Another healing research has involved investigating immune responses in both the spontaneous elite spontaneous HIV controllers - who maintains low viral loads and high CD4 counts when they form the onset of their infection - and so-called "post-treatment controllers," such as limbs of Cohort viscont, who initiate HIV therapy early but then manage viral control for long periods without treatment. These cases are fascinating to researchers, they mimic the "functional cure" of HIV, which is one of the research goals for healing. A symposium on healing heard in another case, this time of a young woman now with 18 years that has maintained viral load under control for the last twelve years.
By definition, however, most people with HIV can not become aftertreatment controller since, in general, the drivers are persons who initiate treatment early, and even so would probably have to develop a specific immune response to HIV possibly somewhat easier to induce preventive vaccine than with post-infection treatments.
For these reasons, while the symposium included presentations on romidepsin and other drugs aimed at reversing latency as ingenol - a relative of the reversal latency prostratin - there was more excitement about drugs that had the goal of preventing cells from becoming quiescent (dormant) and never enter the latency phase.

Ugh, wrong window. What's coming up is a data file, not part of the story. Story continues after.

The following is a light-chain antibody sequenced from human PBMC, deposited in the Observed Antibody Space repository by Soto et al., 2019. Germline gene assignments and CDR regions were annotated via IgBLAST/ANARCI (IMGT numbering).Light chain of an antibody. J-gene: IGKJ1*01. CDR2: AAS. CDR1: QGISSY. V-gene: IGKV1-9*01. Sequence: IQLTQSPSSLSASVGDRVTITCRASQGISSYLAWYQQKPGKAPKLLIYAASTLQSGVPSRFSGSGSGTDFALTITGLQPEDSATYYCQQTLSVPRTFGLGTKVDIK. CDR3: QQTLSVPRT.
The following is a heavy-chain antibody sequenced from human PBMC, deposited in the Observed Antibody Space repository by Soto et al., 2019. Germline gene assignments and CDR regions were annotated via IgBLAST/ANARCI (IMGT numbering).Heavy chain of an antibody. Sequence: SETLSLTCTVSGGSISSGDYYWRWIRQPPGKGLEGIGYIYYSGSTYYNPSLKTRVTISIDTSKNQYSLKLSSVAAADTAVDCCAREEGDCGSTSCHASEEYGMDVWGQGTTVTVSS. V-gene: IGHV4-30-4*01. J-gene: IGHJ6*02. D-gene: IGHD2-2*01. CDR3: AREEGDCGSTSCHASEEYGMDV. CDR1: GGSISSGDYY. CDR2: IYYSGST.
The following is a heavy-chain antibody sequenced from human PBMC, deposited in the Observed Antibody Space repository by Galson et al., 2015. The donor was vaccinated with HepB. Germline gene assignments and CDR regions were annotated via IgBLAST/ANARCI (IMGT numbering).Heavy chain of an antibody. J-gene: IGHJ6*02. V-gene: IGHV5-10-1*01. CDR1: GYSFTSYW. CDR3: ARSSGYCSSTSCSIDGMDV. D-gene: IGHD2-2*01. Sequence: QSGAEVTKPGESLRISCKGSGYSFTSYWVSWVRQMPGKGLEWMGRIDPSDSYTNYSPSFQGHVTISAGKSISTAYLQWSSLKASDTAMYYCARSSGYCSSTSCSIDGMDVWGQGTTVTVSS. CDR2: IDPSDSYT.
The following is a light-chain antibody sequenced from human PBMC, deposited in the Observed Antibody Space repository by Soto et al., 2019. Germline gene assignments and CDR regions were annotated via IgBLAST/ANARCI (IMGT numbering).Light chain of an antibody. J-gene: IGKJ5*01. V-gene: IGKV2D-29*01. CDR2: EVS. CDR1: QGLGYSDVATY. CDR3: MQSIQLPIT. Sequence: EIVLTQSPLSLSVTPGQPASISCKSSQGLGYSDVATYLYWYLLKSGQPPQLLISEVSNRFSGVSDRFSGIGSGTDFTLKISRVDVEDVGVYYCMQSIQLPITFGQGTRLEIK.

This implies inhibiting the activity of the latency promoters, such as the cellular protein PD 1, which cuts the activated T cells, making them invisible to the immune system. PD-1 is not the only latency promoter, and Colleen McGary of Emory University has proposed using drugs that block PD-1 and another latency promoter called CTLA-4 (CD152) to prevent latency, since cells expressing both the receptors are much more efficient in the sense of incorporating HIV RNA relative to those expressing one or none of the receptors. A CTLA-4 blocker, ipilimumab, is already being used for melanoma. However, PD-1 in particular is a ubiquitous protein in the immune system and drugs that block its activity have proven quite toxic when used in cancer research.
- Another goal is a cellular protein called SAMHDI, which is already targeted by an anti-leukemia drug called dasatinib. Jose Alaci of the Carlos III Health Institute of Spain told Congress that SAMDHI reduces cell division and, in T-cells, reduces their ability to produce new viruses; however, it usually only works for a small part of the immune cycle, and then is phosphorylated, or becomes inert.[Note from the translator: I searched for the phosphorylated entry and found the following definition: Phosphorylate is to add a phosphate group to a protein resulting in an important regulatory mechanism by activating or deactivating a biological function] Dasatinib disrupts this phosphorylation and maintains the activity of SAMHDI, which means that it prevents viral transcription from happening inside the cell, which suggests that it may act as a reverse transcriptase inhibitor, but this acts on the cellular response against HIV .